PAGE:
LAS VEGAS – The path to improved health care in the U.S. may never be straight – and it certainly won’t be easy – but the three plenary speakers at HM17 think its destination is pretty clear: a system that increasingly rewards quality care delivered at lower costs.
And the three experts agreed that there may be “no finer group” than hospitalists to continue leading the charge.
Hospitalists “have been at the center of change, not only in building a new field and showing us that medicine doesn’t have to be the way it always was,” said Karen DeSalvo, MD, MPH, MSc, former acting assistant secretary for health in the U.S. Department of Health and Human Services. “You have been at the forefront of seeing that we’re getting better value out of our health care system.”
Dr. DeSalvo believes HM’s scope of practice must evolve to include a focus on social determinants – such as economic stability, neighborhood and physical environment, education, and access to healthy options for food – because they have “direct relationships with mortality and morbidity and cost.”
In other words, Dr. DeSalvo wondered aloud, what good is treating a grandmother’s heart failure over and over if she’s always going to return to the hospital because her home, her neighborhood, or her finances mean she is unable to prevent recurring issues?
“If you listen to the hoof-beats that are coming, there is definitely a financial imprimatur to do this,” Dr. DeSalvo said. “There is going to be an expectation from public and private payers... that we are going to be taking into account and addressing social factors. Just look at the data from the people of this country – they are shouting loudly to you that they need help.”
Patrick Conway, MD, MSc, MHM, deputy administrator for innovation and quality at the Centers for Medicare & Medicaid Services and director of its Center for Medicare and Medicaid Innovation, echoed Dr. DeSalvo’s idea that HM needs to look at health care more holistically to help work on social issues. Dr. Conway, who still moonlights as a pediatric academic hospitalist on weekends, knows the problem firsthand as he often sees children on Medicaid who have multiple chronic conditions.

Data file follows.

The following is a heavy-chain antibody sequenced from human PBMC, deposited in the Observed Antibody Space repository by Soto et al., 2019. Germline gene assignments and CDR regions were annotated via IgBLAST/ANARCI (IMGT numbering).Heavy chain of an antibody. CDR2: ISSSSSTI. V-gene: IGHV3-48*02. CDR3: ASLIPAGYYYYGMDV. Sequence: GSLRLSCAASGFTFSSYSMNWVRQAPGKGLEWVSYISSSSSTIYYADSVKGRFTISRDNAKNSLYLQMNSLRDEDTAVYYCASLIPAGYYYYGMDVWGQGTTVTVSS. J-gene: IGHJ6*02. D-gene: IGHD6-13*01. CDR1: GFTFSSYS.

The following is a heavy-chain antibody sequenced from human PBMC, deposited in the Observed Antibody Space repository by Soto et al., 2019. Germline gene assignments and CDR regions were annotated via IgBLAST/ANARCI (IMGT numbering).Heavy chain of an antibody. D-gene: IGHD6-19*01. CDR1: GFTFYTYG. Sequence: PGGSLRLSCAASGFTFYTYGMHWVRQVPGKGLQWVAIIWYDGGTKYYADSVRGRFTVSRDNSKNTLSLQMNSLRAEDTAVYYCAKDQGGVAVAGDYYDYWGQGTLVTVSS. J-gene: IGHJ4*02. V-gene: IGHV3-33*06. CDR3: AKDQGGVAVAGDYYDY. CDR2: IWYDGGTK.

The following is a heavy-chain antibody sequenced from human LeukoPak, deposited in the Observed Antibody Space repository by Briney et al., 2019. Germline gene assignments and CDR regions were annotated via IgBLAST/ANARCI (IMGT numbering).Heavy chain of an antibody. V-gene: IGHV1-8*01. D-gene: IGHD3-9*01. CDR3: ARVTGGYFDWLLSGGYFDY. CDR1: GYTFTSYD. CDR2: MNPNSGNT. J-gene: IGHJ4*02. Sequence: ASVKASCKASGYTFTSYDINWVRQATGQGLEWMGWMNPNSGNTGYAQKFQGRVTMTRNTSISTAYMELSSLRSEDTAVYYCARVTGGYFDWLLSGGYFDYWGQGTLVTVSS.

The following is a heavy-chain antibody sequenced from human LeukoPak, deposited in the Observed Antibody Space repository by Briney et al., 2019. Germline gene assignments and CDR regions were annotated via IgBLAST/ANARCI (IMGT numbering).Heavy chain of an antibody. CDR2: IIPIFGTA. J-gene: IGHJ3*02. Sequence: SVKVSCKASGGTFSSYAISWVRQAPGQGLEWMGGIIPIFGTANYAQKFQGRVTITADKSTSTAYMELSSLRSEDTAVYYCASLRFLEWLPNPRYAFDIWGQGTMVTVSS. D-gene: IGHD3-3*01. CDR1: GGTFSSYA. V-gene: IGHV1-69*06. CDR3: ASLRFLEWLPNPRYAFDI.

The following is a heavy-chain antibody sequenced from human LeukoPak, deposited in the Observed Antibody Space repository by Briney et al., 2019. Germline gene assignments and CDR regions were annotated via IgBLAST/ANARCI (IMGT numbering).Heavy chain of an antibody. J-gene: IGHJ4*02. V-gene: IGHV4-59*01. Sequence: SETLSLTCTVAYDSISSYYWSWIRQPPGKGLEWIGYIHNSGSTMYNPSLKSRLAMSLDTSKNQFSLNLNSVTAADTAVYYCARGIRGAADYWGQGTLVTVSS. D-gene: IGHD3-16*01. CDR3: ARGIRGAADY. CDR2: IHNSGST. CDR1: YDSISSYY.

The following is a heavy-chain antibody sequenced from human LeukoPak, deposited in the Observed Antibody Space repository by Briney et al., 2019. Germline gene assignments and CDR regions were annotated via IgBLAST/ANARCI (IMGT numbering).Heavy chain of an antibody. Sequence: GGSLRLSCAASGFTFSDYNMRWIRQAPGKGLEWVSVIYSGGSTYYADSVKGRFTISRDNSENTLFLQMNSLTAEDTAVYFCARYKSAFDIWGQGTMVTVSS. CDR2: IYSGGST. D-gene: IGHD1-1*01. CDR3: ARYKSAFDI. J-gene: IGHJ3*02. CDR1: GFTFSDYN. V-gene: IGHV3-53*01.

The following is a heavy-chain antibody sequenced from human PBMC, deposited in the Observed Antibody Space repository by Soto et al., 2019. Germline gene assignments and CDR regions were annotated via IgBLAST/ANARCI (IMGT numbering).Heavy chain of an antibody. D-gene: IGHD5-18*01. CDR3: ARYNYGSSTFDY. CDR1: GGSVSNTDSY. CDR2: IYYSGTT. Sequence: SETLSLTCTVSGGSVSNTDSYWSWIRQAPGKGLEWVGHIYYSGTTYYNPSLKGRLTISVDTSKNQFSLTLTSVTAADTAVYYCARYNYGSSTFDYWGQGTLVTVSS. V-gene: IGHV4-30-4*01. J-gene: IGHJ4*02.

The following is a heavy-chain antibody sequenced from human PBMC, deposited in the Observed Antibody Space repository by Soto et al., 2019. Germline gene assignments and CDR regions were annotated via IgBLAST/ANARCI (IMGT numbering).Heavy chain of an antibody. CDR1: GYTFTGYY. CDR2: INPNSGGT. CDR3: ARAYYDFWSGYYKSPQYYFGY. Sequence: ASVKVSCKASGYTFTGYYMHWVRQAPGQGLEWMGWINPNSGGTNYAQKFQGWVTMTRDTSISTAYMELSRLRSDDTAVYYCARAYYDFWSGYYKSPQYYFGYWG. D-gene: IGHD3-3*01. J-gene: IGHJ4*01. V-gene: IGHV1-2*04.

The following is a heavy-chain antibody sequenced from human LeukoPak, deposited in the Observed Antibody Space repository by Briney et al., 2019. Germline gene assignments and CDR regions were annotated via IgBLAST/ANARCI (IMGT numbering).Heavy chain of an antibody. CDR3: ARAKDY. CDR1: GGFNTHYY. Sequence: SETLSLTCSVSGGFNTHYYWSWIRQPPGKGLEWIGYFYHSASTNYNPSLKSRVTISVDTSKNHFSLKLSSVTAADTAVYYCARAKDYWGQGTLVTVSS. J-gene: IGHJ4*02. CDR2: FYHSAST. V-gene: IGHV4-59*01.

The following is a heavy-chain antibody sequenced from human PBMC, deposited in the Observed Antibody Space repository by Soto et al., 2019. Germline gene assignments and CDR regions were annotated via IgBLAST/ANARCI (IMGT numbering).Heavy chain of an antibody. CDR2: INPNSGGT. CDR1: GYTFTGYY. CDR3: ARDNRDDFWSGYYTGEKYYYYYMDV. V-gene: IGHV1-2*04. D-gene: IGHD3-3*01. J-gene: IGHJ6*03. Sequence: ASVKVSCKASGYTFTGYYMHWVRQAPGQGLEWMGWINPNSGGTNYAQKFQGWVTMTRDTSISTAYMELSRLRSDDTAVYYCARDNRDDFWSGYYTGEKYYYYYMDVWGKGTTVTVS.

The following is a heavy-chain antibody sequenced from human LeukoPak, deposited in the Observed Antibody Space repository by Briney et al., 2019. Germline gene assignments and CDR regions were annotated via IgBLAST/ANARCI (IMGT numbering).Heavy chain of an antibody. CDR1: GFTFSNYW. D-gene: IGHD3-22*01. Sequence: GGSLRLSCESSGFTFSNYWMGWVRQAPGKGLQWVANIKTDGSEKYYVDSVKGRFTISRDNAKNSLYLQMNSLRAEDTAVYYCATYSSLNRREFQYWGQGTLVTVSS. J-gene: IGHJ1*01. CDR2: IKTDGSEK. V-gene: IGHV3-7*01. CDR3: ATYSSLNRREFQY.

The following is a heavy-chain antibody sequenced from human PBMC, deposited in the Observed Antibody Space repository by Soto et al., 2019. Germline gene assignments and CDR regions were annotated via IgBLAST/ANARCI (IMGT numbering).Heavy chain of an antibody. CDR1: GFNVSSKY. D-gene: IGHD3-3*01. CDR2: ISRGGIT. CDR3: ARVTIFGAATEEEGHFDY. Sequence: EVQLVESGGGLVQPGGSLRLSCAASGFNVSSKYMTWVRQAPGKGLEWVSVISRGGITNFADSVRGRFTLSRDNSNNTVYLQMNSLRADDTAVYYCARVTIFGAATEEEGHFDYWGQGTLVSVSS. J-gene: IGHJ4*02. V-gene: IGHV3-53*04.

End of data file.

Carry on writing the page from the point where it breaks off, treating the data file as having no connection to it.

“I can tell you our system still does not have a highly reliable, whole health system for those children and their families,” he said. “Every weekend, I have a family that I can’t discharge because they don’t have the social and home-based supports for them to go home. So they literally sit in the hospital until Monday. That makes no sense for our overall health system.”
Dr. Conway assured attendees that health system transformation is a bipartisan ideal and that for all the tumult in Washington, the progress of testing new payment- and service-delivery models will move forward.
The work “on value, the work on accountability, the work on bundled payments... will continue and will continue to be important to you and the patients you serve,” he said.
Robert Wachter, MD, MHM, concluded the meeting – as is tradition – by telling hospitalists the field remains positioned to take the lead for hospital transformation. And technology, despite its myriad frustrations, is still the tool that will get the field there.
“Digital is really important here, because it becomes an enabler for those stakeholders who care about what we do to measure what we do, and our ability to change what we do in a far more robust way than we could ever do before, if we get our acts together,” Dr. Wachter said. “We’re well past the time where you can nibble around the edges here, you can get this done with little mini projects. You really have to remake your whole delivery system, the way you do your work in order to succeed in this environment.”
Dr. Wachter agreed that social determinants must be addressed. He said HM might do better to partner with folks handling those issues, rather than tackling them head on. Instead, HM needs to be “focusing on the right things” amid mounting pressures from digitization, consolidation of everything from health systems to insurance companies to HM companies, and the gravitation toward population health.
“We have successfully positioned ourselves as the people who are leaders in this work,” Dr. Wachter said, “and it is increasingly important that we continue to do that as we go forward.”